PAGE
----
Google has now introduced a new filter in Google Search Console that allows you to track free product listing performance, a feature that I have requested for years now.
This is a big deal, yet many are unaware of the reasoning behind this, and what the new Merchant listing filter in Google Search Console actually represents. In my opinion, this is partly Google’s fault, but also related to the complexities of SERP features.
Within this article, I’ll be running you through the new reporting that has now been introduced to GSC, which features are now being tracked separated, and what this means for SEO and eCommerce SEO strategy in particular. But first, here are some important definitions.
Product snippets vs. Merchant listings
As a starting point, it is important to understand the difference among both product snippets and merchant listings with respect to the filter naming in GSC. Google has their own definitions of each with their documentation, but I prefer my own definitions for each.
Product snippets: this filter represents standard organic web page listings. The product snippet filter is an extension of the URL, title and description that appear for organic results, including elements such as a rating, review count, price or stock availability. Product snippets appear only within the 10-blue-link results.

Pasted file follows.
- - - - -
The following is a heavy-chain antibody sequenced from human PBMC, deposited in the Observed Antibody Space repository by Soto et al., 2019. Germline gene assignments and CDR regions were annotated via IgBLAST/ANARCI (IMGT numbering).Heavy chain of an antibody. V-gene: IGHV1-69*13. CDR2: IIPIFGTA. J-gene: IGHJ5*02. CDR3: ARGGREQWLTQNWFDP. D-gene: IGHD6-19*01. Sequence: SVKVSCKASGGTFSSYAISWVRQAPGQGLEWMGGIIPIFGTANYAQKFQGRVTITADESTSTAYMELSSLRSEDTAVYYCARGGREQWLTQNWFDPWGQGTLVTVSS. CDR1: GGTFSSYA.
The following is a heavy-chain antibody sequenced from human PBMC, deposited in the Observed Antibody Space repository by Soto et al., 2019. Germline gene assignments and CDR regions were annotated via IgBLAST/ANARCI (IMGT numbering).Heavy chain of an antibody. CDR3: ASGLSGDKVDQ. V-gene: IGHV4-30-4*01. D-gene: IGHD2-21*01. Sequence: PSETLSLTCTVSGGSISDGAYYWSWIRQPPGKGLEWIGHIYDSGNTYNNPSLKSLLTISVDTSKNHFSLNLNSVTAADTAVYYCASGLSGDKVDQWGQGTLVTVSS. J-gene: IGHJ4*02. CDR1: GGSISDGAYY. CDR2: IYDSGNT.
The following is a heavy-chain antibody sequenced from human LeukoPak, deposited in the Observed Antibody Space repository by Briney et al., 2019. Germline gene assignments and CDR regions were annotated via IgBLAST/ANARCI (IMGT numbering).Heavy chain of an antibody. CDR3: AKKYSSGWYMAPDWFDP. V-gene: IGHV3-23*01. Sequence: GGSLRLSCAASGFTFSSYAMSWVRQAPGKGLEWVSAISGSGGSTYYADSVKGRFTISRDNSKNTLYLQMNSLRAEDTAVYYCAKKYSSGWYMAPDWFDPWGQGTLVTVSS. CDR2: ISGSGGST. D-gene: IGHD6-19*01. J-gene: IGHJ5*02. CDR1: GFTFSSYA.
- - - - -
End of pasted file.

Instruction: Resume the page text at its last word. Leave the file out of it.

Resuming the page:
Merchant listings: this filter goes beyond standard organic web page listings, involving representation of URLs from your website within features such within a popular products grid, product knowledge panels, along with areas such as Google Images and Google Lens.
Previously, the merchant listings data was only accessible through the product results filter. This meant that both product snippets (for standard organic web page listings) and merchant listings were combined under the same filter, making it impossible to distinguish the source of data collection.
Google’s goal is that sometime in 2024 the product results filter will be deprecated, with users relying on just the relying on the segmented data for both product snippets and merchant listings.
What is an example of a merchant listing?
The best example of a merchant listing (with respect to the filter naming), is for Google’s popular products grid. This is a feature that I’ve written about extensively in the past, which you can read more about in this article from 2019.
The popular products grid, which can sometimes also show in a carousel, is a SERP feature that appears mostly in US search results. Within the grid format below, select a product on desktop unveils a scrollable feed which features a collection of stores to shop from.